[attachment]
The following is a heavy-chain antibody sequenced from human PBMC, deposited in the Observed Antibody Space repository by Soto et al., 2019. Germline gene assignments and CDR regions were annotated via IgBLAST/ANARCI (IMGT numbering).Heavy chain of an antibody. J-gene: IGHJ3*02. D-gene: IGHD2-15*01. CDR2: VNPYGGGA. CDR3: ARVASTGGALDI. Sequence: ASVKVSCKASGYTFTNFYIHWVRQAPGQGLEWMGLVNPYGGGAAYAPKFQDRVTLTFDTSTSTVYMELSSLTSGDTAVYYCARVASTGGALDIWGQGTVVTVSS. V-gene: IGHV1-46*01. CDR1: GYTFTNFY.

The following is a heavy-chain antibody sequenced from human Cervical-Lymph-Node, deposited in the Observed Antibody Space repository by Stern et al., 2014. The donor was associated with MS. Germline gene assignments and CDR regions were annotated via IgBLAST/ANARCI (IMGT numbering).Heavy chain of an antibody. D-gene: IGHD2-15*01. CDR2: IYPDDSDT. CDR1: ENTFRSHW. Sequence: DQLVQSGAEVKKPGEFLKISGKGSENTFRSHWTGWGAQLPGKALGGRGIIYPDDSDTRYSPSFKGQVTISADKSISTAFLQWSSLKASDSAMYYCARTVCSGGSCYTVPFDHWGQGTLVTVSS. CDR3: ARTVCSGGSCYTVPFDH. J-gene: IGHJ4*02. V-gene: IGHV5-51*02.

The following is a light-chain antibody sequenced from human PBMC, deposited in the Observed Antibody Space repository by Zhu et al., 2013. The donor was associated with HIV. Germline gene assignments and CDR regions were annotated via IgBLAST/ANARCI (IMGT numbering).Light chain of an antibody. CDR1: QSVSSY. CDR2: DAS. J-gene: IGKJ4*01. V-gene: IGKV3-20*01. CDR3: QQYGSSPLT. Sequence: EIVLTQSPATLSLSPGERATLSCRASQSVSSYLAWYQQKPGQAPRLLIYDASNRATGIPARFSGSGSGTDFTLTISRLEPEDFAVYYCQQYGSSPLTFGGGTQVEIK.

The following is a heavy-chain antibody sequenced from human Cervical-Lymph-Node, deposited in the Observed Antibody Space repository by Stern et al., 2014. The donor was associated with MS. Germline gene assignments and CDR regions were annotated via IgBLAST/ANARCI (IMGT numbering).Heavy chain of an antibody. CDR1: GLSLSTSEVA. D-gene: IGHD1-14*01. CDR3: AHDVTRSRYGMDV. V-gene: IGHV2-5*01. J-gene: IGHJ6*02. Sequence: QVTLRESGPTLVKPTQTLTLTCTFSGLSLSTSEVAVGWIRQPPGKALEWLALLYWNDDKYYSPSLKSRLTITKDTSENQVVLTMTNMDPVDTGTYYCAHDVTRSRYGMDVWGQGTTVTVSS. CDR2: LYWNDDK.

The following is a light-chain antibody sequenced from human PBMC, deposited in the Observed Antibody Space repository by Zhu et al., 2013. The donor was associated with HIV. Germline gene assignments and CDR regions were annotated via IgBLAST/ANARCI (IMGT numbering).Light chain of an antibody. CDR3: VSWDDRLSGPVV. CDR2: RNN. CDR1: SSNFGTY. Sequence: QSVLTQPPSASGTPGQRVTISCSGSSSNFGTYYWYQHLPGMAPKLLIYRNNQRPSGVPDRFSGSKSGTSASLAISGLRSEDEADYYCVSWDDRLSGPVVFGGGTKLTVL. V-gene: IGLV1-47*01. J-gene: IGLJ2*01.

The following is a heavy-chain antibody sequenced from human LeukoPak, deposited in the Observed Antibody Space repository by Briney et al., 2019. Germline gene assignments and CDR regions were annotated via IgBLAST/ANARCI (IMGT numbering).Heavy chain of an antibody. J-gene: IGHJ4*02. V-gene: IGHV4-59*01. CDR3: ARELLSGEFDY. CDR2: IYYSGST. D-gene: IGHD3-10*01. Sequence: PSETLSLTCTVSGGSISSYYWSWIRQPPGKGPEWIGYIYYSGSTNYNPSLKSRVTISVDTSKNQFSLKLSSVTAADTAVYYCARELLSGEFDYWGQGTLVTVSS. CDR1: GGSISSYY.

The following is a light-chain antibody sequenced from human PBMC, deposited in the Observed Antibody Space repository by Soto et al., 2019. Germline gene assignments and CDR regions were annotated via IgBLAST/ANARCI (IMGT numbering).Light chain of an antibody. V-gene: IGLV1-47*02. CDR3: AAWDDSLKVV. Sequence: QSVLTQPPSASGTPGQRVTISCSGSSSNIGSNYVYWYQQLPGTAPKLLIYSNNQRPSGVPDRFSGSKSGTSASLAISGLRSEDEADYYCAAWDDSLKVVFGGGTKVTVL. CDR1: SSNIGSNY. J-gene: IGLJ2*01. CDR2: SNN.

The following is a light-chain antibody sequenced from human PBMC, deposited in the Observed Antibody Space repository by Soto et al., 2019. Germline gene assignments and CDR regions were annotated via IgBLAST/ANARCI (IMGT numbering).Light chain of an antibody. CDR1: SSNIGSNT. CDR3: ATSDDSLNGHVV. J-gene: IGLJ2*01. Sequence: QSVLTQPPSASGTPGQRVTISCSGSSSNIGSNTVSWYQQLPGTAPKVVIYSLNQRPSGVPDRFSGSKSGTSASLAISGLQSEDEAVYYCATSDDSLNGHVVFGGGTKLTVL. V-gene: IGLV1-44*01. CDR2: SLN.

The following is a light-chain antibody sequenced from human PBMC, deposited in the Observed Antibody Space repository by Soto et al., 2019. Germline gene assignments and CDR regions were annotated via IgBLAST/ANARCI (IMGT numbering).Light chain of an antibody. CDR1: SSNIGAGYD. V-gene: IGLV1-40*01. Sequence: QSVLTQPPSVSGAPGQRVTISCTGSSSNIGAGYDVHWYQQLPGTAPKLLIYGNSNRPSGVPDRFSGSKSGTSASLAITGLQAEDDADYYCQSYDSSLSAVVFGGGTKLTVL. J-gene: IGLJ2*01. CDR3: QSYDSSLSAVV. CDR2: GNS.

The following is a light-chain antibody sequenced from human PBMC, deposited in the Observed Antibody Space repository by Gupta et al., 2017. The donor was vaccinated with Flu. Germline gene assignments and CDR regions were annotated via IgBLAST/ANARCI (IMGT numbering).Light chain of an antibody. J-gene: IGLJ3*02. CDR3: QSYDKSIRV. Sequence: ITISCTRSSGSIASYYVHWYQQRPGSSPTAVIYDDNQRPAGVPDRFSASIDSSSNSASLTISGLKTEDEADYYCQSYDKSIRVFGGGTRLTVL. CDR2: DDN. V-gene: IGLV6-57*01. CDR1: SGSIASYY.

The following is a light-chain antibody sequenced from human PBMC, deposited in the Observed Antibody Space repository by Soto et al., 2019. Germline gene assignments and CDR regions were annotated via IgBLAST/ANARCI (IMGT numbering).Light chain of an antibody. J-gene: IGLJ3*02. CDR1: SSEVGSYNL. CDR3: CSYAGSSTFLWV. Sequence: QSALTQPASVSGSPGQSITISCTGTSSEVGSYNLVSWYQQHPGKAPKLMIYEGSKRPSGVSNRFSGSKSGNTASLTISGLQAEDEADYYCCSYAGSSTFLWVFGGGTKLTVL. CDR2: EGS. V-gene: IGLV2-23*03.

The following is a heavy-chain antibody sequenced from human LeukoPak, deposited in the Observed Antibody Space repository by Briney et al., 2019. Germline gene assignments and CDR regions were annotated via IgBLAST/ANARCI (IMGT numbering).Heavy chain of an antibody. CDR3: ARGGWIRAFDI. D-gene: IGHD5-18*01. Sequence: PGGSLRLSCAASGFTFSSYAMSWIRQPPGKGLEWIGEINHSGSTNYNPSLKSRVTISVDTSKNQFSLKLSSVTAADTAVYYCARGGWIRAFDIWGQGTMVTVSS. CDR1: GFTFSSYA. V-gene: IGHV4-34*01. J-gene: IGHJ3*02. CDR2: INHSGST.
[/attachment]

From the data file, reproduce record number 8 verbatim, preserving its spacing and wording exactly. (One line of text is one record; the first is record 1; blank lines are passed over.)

The following is a light-chain antibody sequenced from human PBMC, deposited in the Observed Antibody Space repository by Soto et al., 2019. Germline gene assignments and CDR regions were annotated via IgBLAST/ANARCI (IMGT numbering).Light chain of an antibody. CDR1: SSNIGSNT. CDR3: ATSDDSLNGHVV. J-gene: IGLJ2*01. Sequence: QSVLTQPPSASGTPGQRVTISCSGSSSNIGSNTVSWYQQLPGTAPKVVIYSLNQRPSGVPDRFSGSKSGTSASLAISGLQSEDEAVYYCATSDDSLNGHVVFGGGTKLTVL. V-gene: IGLV1-44*01. CDR2: SLN.